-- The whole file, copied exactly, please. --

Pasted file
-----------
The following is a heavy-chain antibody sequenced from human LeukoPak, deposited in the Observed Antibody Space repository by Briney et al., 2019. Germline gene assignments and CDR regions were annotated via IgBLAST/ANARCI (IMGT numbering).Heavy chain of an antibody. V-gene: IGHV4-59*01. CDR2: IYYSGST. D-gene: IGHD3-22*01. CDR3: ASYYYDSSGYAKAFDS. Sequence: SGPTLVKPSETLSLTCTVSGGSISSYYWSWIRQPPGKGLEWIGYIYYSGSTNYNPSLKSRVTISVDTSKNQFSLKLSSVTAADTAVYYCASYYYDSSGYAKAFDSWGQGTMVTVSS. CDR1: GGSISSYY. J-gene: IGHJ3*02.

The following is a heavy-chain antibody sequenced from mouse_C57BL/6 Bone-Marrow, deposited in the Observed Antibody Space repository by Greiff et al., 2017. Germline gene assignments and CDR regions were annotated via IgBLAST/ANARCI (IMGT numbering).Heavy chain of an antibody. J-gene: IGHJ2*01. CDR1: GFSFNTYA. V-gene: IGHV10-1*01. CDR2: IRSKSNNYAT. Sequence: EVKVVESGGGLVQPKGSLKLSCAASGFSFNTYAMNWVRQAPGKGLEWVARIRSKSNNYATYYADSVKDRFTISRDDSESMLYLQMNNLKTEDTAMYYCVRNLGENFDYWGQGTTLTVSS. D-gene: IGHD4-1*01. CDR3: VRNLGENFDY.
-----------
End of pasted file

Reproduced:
The following is a heavy-chain antibody sequenced from human LeukoPak, deposited in the Observed Antibody Space repository by Briney et al., 2019. Germline gene assignments and CDR regions were annotated via IgBLAST/ANARCI (IMGT numbering).Heavy chain of an antibody. V-gene: IGHV4-59*01. CDR2: IYYSGST. D-gene: IGHD3-22*01. CDR3: ASYYYDSSGYAKAFDS. Sequence: SGPTLVKPSETLSLTCTVSGGSISSYYWSWIRQPPGKGLEWIGYIYYSGSTNYNPSLKSRVTISVDTSKNQFSLKLSSVTAADTAVYYCASYYYDSSGYAKAFDSWGQGTMVTVSS. CDR1: GGSISSYY. J-gene: IGHJ3*02.

The following is a heavy-chain antibody sequenced from mouse_C57BL/6 Bone-Marrow, deposited in the Observed Antibody Space repository by Greiff et al., 2017. Germline gene assignments and CDR regions were annotated via IgBLAST/ANARCI (IMGT numbering).Heavy chain of an antibody. J-gene: IGHJ2*01. CDR1: GFSFNTYA. V-gene: IGHV10-1*01. CDR2: IRSKSNNYAT. Sequence: EVKVVESGGGLVQPKGSLKLSCAASGFSFNTYAMNWVRQAPGKGLEWVARIRSKSNNYATYYADSVKDRFTISRDDSESMLYLQMNNLKTEDTAMYYCVRNLGENFDYWGQGTTLTVSS. D-gene: IGHD4-1*01. CDR3: VRNLGENFDY.